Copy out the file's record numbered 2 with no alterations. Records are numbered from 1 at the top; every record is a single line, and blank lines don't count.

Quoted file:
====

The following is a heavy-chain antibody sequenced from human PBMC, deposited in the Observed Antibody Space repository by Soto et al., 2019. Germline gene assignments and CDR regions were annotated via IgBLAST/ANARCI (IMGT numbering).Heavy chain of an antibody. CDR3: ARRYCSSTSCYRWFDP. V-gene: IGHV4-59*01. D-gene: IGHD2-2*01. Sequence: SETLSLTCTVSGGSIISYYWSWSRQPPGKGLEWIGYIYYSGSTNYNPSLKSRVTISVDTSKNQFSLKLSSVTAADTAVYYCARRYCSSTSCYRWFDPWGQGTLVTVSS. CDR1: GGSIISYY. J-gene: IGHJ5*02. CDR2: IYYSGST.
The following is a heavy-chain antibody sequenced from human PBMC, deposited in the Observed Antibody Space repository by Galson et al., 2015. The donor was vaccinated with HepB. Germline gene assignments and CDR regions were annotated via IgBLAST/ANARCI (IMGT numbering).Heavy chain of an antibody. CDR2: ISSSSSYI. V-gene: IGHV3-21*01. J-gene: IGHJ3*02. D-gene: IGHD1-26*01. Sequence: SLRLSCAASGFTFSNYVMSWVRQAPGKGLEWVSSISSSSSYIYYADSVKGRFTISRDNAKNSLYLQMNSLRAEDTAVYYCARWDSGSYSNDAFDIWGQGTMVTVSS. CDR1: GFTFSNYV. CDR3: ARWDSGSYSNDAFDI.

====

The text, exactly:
The following is a heavy-chain antibody sequenced from human PBMC, deposited in the Observed Antibody Space repository by Galson et al., 2015. The donor was vaccinated with HepB. Germline gene assignments and CDR regions were annotated via IgBLAST/ANARCI (IMGT numbering).Heavy chain of an antibody. CDR2: ISSSSSYI. V-gene: IGHV3-21*01. J-gene: IGHJ3*02. D-gene: IGHD1-26*01. Sequence: SLRLSCAASGFTFSNYVMSWVRQAPGKGLEWVSSISSSSSYIYYADSVKGRFTISRDNAKNSLYLQMNSLRAEDTAVYYCARWDSGSYSNDAFDIWGQGTMVTVSS. CDR1: GFTFSNYV. CDR3: ARWDSGSYSNDAFDI.